Today in Earthquake History
Earthquake History for May 6th
From Significant Earthquakes of the World 1999.
- deadliest earthquakes.
1,000 reported killed, at least 1,700 injured, and extensive damage in the epicentral area. The quake was reported felt throughout Europe. A magnitude 4.6 foreshock preceded the main shock by about 1 minute and 7 seconds. The main shock was followed by a number of aftershocks, at least one reaching a magnitude of 5, that caused additional damage and injuries.
From Significant Earthquakes of the World 1976, and Earthquake Information Bulletin, Volume 8, Number 5.
Severe damage in the Jucuapa-Chinameca area from 3 strong earthquakes within 24 hours, with this being the largest. It was preceded by a magnitude 6.0 event at 23:03 and followed by a magnitude 5.8 quake on May 07 at 20:22. Some sources list the death toll as 1,100; others give that as the number injured.
- historical earthquake in Wisconsin.
The earthquake was felt in a 3,000 square mile area of southeastern Wisconsin, shaking buildings and rattling windows in most communities in the area. Some frightened Milwaukee residents ran into the streets in the belief there had been a serious explosion. The shock caused only minor damage and there were no reports of injuries to any residents of the area. There were a few reports of broken windows in Kenosha, and residents of other communities reported that dishes and glasses had fallen from shelves. The earthquake was centered just south of Milwaukee on the shore of Lake Michigan. It was felt in a 100-mile-wide strip from Sheboygan, Wisconsin, to the Wisconsin-Illinois border, and extended from the lakeshore 25 miles inland to Waukesha.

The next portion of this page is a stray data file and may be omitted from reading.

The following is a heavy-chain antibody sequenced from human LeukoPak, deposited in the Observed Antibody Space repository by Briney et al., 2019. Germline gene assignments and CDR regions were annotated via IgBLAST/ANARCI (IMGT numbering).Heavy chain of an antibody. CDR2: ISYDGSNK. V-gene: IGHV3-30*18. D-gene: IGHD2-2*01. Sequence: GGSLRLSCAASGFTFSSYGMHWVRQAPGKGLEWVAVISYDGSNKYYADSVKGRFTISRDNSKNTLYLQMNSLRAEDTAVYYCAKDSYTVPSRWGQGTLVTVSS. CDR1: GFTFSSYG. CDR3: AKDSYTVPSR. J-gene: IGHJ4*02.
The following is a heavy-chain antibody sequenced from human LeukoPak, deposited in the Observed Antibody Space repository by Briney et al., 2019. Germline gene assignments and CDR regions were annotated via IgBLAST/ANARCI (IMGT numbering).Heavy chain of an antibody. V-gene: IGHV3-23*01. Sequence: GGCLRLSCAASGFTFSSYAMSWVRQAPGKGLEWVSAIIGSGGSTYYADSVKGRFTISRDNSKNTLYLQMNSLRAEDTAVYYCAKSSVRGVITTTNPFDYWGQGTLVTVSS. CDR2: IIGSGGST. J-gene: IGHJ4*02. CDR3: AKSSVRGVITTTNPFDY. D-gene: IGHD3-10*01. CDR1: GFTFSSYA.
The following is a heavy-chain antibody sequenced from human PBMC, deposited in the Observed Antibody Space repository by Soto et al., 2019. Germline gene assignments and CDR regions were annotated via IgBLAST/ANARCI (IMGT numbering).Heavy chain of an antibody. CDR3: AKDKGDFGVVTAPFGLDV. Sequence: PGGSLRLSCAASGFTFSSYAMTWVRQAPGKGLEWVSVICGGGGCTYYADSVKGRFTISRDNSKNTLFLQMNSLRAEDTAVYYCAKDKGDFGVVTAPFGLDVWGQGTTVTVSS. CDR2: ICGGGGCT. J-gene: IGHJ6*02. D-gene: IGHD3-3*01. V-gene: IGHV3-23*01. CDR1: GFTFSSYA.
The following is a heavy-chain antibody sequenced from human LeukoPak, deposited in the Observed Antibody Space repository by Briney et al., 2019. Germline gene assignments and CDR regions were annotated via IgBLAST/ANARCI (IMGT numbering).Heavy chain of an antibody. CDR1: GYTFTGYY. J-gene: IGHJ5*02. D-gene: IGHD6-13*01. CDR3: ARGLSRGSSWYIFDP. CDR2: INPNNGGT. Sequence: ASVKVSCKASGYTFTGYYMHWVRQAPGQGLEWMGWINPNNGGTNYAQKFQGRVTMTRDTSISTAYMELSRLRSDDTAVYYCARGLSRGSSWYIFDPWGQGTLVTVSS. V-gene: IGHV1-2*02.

From United States Earthquakes, 1947.
One of the world's deadliest earthquakes.
About 60 villages destroyed in the Salmas Plain and surrounding mountains. The town of Dilman (population 18,000) was completely destroyed, but there were only 1,100 deaths because a magnitude 5.4 foreshock had occurred at 07:03 UTC. Although the foreshock killed 25 people, it probably saved thousands of lives since many people chose to sleep outdoors that night. Faulting was observed on the Salmas and Derik Faults, with the maximum offsets 5 m (16 ft) vertically and 4 m (13 ft) horizontally on the Salmas Fault. Dilman was rebuilt west of the ruins and named Shahpur, now Salmas.
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